For an institution named the New York Philharmonic, the orchestra feels it could be more relevant to the city it calls home.
The orchestra’s 177th season begins on Sept. 20, and with it come new programs to appeal to younger concertgoers and commissions that engage with our modern world. It also serves as an official introduction to the Philharmonic’s new music director, Jaap van Zweden, though he already has a special connection to the city: van Zweden was once a student at Juilliard.
“Jaap and I shared a vision of the unique role of the New York Philharmonic in New York, and I guess an easy way to sum it up would be an orchestra that’s in our city, in our time,” says Deborah Borda, president and CEO of the Philharmonic. “It’s the 177th season of the New York Philharmonic. That’s pretty impressive but I hope we give you other reasons [to be impressed].”
Meet the new chief of the New York Philharmonic
The Philharmonic welcomes a new music director this year in Jaap van Zweden, a Dutch conductor (and violinist) whose first stint as concertmaster came at just 19 years old. Since then, he’s worked with orchestras from Shanghai to Munich and, most recently, Dallas.
He’s earned a reputation for his ability to revive the classics; at a presentation by the Philharmonic of its new season, he seemed equally eager to present works by the rising composers of today: “I look forward to connecting to our vital public and to honoring our traditions while establishing new traditions for the future.”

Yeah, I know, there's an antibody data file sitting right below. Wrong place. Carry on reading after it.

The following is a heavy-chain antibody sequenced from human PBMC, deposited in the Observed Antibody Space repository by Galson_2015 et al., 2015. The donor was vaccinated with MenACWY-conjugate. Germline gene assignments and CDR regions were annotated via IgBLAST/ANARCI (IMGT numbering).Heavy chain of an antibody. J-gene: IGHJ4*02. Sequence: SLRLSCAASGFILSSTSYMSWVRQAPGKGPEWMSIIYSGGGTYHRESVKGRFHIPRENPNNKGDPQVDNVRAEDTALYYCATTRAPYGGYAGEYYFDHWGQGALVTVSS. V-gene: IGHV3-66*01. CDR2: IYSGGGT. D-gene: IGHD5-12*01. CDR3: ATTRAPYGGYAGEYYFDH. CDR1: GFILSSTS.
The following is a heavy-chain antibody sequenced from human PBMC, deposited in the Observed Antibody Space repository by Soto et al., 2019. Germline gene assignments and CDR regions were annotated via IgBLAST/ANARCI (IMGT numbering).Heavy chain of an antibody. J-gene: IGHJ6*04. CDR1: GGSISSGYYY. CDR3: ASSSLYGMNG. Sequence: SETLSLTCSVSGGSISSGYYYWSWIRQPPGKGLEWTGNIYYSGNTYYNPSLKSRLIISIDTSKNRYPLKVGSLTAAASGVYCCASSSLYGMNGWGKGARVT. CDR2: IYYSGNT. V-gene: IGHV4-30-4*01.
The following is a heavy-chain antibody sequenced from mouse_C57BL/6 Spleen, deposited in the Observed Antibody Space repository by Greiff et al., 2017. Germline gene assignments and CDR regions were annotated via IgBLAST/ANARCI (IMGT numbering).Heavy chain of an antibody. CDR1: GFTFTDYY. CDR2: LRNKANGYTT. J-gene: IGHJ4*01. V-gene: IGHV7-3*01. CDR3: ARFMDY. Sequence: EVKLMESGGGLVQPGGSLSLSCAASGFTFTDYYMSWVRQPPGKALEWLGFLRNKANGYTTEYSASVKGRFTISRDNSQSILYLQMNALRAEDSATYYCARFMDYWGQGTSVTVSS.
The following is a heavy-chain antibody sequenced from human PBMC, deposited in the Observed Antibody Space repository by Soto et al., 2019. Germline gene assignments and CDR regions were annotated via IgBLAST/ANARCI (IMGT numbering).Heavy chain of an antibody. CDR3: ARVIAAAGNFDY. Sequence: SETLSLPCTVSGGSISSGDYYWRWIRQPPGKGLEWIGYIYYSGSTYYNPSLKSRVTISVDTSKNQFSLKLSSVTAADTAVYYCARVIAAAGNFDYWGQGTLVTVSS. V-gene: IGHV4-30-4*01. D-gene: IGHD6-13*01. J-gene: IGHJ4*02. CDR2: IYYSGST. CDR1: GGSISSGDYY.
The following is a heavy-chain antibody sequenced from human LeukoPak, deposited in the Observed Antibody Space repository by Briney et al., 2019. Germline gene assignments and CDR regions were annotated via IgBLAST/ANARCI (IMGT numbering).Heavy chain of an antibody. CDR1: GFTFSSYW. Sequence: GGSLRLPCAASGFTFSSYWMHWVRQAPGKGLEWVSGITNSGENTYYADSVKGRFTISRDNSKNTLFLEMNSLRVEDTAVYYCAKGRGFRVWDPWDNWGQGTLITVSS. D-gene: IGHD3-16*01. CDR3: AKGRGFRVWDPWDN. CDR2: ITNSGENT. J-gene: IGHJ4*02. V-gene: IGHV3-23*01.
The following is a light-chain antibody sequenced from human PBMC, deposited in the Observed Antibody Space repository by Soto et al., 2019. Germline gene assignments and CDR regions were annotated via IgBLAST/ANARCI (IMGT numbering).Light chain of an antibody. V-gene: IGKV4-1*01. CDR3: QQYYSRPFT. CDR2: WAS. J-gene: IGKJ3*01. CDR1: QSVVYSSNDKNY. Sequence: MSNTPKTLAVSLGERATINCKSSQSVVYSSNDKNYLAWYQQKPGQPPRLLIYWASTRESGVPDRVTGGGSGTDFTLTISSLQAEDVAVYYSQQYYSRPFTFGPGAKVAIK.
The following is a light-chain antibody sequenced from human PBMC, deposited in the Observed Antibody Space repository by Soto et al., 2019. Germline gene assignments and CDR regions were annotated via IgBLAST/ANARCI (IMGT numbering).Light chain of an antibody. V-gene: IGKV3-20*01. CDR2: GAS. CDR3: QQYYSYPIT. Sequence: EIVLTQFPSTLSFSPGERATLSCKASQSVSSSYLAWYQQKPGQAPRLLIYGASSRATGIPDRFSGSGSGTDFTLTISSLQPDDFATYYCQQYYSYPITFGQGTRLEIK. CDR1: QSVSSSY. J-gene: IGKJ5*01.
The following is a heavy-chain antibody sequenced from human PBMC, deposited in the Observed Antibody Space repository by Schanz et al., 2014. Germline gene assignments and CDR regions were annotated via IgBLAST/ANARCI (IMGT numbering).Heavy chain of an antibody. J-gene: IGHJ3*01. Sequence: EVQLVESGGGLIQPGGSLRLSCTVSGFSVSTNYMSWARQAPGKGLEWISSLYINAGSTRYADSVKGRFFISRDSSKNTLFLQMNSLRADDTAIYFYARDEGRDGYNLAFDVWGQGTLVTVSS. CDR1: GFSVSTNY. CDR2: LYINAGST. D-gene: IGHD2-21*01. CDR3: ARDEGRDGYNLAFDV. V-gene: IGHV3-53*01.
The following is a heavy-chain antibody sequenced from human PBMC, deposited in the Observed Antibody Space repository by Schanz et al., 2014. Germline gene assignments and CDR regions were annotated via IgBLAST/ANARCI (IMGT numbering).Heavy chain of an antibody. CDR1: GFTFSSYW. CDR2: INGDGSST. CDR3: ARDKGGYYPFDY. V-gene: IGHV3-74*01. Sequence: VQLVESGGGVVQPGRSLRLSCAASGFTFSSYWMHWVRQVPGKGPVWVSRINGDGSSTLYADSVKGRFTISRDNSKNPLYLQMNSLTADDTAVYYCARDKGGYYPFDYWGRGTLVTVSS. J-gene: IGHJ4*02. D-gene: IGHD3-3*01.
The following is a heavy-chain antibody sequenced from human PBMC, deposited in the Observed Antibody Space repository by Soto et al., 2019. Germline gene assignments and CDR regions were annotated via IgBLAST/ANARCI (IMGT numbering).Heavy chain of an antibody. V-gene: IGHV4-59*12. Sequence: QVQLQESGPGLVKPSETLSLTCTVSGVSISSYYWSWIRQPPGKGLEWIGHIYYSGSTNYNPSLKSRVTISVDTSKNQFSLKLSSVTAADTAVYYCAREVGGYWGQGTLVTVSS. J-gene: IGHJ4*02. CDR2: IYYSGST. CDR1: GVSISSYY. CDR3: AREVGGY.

Taking music out of the orchestra
Making a commitment to new composers requires bringing them to audiences in more modern settings outside the symphony hall and giving listeners new ways to engage with them. Following select performances, the audience can join composers for a Nightcap: late-night concerts inside the Stanley H. Kaplan Penthouse of Lincoln Center that mix conversation and storytelling — plus cocktails and socialising.
Musicians get their moment in the spotlight too during Sound ON chamber concerts inside the Appel Room at Jazz at Lincoln Center overlooking Central Park. The mixed performance/Q&A session lets Philharmonic players explore the pieces that confound or delight them and break down the music for the audience.
In tune with the world
Whoever first said the phrase “may you live in interesting times” probably didn’t mean for 2018 to take it so seriously. As our world roils with political and social strife, the Philharmonic is becoming part of the conversation in a positive way. “New York is a city of immigrants, that’s our pride and our strength, and we wanted to have a musical discussion of how they’ve helped build our city,” Borda says.
Among the notable new commissions by the orchestra is Fire in My Mouth by Julia Wolfe based on the 1911 Triangle Shirtwaist Factory fire, which also features projection design using photos and other archival material (Jan. 24-26, 2019).
The season will conclude in May-June 2019 with a series of performances called Music of Conscience featuring pieces works by political upheaval and social issues, most notably John Corigliano’s haunting new opera about the AIDS epidemic of the ‘80s.
More outside-the-box programs
The Philharmonic will continue to make room for mainstream fare like the popular Art of the Score series, where the orchestra performs live accompaniment to films like 2001: A Space Odyssey.
Strapped for cash? One of the best kept secrets of the city’s music scene is the Philharmonic’s Open Rehearsals, usually held the morning of the first night of a performance when tickets are $22 to sit anywhere in the orchestra and experience the entire performance while getting a behind-the-scenes look at how it’s fine-tuned.